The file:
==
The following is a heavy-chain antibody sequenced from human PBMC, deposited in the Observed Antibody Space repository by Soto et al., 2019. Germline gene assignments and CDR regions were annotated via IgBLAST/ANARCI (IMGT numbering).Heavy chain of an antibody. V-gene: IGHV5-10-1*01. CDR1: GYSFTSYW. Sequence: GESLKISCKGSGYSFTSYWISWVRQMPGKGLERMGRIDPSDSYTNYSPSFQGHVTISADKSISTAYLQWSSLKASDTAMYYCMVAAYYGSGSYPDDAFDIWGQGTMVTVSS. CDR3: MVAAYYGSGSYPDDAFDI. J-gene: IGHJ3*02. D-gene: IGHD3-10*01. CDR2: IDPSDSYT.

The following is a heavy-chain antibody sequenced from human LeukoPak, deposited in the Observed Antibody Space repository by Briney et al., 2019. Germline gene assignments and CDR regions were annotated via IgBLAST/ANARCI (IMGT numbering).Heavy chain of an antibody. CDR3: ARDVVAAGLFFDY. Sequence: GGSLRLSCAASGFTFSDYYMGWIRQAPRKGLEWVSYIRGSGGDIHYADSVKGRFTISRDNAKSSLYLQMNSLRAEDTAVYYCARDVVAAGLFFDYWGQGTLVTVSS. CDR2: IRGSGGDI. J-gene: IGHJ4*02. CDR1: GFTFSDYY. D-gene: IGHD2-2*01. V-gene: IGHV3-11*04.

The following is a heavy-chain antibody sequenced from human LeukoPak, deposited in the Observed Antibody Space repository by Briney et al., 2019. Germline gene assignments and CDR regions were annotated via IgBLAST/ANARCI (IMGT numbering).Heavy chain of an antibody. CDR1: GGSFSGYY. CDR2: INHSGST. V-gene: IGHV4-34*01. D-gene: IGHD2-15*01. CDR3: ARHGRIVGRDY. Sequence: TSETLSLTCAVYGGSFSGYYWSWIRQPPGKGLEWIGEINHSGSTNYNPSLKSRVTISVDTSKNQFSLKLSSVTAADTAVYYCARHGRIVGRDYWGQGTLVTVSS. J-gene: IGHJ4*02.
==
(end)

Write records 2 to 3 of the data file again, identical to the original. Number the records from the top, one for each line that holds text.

The following is a heavy-chain antibody sequenced from human LeukoPak, deposited in the Observed Antibody Space repository by Briney et al., 2019. Germline gene assignments and CDR regions were annotated via IgBLAST/ANARCI (IMGT numbering).Heavy chain of an antibody. CDR3: ARDVVAAGLFFDY. Sequence: GGSLRLSCAASGFTFSDYYMGWIRQAPRKGLEWVSYIRGSGGDIHYADSVKGRFTISRDNAKSSLYLQMNSLRAEDTAVYYCARDVVAAGLFFDYWGQGTLVTVSS. CDR2: IRGSGGDI. J-gene: IGHJ4*02. CDR1: GFTFSDYY. D-gene: IGHD2-2*01. V-gene: IGHV3-11*04.

The following is a heavy-chain antibody sequenced from human LeukoPak, deposited in the Observed Antibody Space repository by Briney et al., 2019. Germline gene assignments and CDR regions were annotated via IgBLAST/ANARCI (IMGT numbering).Heavy chain of an antibody. CDR1: GGSFSGYY. CDR2: INHSGST. V-gene: IGHV4-34*01. D-gene: IGHD2-15*01. CDR3: ARHGRIVGRDY. Sequence: TSETLSLTCAVYGGSFSGYYWSWIRQPPGKGLEWIGEINHSGSTNYNPSLKSRVTISVDTSKNQFSLKLSSVTAADTAVYYCARHGRIVGRDYWGQGTLVTVSS. J-gene: IGHJ4*02.